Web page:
An enduring tale of France's most popular horse took another twist today when Cirrus Des Aigles was disqualified after finishing first past the post in what would have been his fourth victory in Longchamp's Prix Dollar.
The Parisian stewards are famously strict when it comes to interference, and trainer Corine Barande-Barbe and especially jockey Christophe Soumillon looked resigned to their fate, with the eight-year-old having leaned towards Fractional and stopped Planetaire in his tracks further behind.
There were still positives to be taken, as Cirrus Des Aigles was having his first outing since pulling up lame after winning June's Coronation Cup and can be targeted towards the Qipco Champion Stakes at Ascot in a fortnight with his reputation intact.
Six times a Group One hero, including the 2011 Champion, Cirrus Des Aigles was required to make much of the running and looked as if he would be deprived by Fractional on the track itself before throwing a desperate neck out in front of the Godolphin challenger on the line.
He was, though, demoted to fifth, with the Andre Fabre-trained Fractional given the title ahead of Hippy.
"It's quite an emotional feeling, tempered because you don't want to win a race in the stewards' room and I'm sorry for all the fans of Cirrus Des Aigles" - Lisa-Jane Graffard
Barande-Barbe said: "He has still won the race, and he was off for a long time, so I'm still very happy.
"It's his fifth run in the Dollar and it would have been his fourth win. I'm always proud of him.
"He will travel over to Ascot on the Friday as always, and he will tell us what he does before then. I'm just the trainer on paper."
Lisa-Jane Graffard of Godolphin France said: "The target was to win a Group Two in 2012 before he got an injury and this is testament to the patience of Sheikh Mohammed and Andre Fabre.
"He was supplemented after he won a Group Three at Maisons-Laffitte last time.
"It's quite an emotional feeling, tempered because you don't want to win a race in the stewards' room and I'm sorry for all the fans of Cirrus Des Aigles. There are no plans for him at the moment."
Freddy Head was naming some big targets for Solow, who flew down the middle of the track under Olivier Peslier in the Prix Daniel Wildenstein.
While not as visually impressive as he had been at Deauville previously, the grey reeled in the Aga Khan's Veda and came half a length past.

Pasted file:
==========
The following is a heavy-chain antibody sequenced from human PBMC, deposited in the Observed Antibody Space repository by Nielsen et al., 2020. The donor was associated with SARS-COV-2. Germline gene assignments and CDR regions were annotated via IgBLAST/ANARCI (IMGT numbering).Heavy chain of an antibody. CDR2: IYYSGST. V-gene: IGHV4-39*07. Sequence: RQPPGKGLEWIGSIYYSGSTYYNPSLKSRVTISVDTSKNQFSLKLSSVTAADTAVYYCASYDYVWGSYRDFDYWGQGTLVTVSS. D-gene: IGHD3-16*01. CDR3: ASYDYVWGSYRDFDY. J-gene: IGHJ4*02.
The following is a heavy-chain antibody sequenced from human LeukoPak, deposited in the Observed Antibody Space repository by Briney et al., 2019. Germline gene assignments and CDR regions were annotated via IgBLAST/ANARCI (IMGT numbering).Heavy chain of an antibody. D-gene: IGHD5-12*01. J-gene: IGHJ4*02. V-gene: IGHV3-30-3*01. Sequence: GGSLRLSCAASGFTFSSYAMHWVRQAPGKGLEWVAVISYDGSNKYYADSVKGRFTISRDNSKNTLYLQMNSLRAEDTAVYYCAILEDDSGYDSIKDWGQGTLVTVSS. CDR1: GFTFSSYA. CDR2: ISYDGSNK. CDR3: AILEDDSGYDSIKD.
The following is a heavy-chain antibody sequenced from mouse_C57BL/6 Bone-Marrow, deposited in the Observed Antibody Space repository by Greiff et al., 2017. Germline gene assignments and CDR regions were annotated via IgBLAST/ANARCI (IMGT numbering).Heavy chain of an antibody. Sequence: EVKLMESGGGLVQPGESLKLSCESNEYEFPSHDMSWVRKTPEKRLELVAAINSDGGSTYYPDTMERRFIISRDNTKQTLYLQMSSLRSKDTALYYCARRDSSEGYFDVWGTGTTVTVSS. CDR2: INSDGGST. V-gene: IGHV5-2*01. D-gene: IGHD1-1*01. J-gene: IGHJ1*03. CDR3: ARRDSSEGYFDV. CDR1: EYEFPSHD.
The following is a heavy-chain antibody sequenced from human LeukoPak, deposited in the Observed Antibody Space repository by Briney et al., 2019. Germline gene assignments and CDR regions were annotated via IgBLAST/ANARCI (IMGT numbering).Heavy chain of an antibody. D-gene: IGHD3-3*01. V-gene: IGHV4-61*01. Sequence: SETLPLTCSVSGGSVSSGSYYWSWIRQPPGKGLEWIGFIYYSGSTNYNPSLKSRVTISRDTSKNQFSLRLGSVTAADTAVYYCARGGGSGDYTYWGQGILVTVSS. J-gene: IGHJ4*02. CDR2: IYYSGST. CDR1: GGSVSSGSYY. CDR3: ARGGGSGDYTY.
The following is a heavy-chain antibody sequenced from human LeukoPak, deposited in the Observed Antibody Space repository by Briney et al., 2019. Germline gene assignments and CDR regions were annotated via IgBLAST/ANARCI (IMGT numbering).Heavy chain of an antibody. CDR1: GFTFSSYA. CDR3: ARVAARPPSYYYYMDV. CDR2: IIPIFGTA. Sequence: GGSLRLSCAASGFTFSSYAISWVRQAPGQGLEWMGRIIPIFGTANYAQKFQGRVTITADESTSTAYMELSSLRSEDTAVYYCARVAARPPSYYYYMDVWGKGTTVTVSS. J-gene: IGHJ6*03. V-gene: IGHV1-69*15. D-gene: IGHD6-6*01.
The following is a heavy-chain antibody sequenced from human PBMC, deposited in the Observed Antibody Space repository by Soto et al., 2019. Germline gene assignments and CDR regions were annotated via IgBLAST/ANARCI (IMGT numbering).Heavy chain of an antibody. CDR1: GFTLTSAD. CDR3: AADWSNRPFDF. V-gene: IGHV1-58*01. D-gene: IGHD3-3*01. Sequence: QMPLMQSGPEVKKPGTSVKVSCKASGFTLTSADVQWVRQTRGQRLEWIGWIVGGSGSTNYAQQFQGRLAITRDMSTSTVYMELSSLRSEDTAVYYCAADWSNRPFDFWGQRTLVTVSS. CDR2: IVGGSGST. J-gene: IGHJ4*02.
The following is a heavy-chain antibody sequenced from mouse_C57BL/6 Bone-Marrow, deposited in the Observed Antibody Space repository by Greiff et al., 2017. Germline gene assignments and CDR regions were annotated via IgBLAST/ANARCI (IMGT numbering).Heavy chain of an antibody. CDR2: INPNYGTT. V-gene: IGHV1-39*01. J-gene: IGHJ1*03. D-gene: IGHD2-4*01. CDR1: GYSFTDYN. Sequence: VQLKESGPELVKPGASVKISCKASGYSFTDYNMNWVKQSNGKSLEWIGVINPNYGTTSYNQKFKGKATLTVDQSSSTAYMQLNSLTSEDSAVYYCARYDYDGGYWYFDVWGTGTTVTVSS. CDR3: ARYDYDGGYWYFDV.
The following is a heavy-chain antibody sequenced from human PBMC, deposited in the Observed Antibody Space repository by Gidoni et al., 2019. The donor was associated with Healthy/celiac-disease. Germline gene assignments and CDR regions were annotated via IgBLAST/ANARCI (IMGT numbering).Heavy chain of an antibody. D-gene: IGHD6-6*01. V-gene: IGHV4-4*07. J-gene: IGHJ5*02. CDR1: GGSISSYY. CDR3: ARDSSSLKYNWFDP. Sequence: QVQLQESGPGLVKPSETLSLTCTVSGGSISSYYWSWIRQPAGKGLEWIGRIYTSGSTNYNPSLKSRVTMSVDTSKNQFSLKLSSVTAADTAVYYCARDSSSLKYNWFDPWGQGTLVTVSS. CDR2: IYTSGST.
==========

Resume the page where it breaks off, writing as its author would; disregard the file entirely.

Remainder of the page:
Head said: "I was very confident coming here, and that wasn't as easy as I thought, but he's a very good horse.
"He'll probably go abroad now, maybe to Hong Kong and after that March in Dubai. Maybe for the World Cup, we'll see."
Hughie Morrison's Vent De Force went within half a length of collecting the opening event on Prix de l'Arc de Triomphe weekend, the Prix Chaudenay.
A winner three times this season, including the Melrose at York, the three-year-old colt was in front at the top of the straight but was eventually he was worn down by Auvray.
Christabelle Goodwin, of Vent De Force's owners The Fairy Story Partnership, said: "We're absolutely delighted as we didn't think he liked fast ground, his one bad run this year was on good to firm at Newmarket."
Her husband Ed said: "We'll look at coming back for the Prix Royal Oak (French Leger)."
The winner represented several connections of major Arc contenders.
Jockey Gregory Benoist and trainer Elie Lellouche will combine with Ectot, while Gerard Augustin-Normand part-owns that colt but and has the filly Avenir Certain involved.
Venetia Augustin-Normand, said: "That was a great training performance and a great ride. To have a winner on Arc weekend is magnificent."
There was a Spanish theme to the Prix de Royallieu as Frine burst through under Gerald Mosse.
Owner the Duc of Alburquerque switched the High Chaparral filly to his compatriot Carlos Laffon-Parias this summer after she outgrew the Iberian racing scene and made an immediate impact for her Arc-winning trainer when collaring the brave Mayhem close home.
"The Duke sent me her after her run in the Prix de Pomone and this means a lot as he gave me a lot of winners when I was a jockey," said Laffon-Parias.
"She's a tough filly and could go for the Royal Oak, maybe."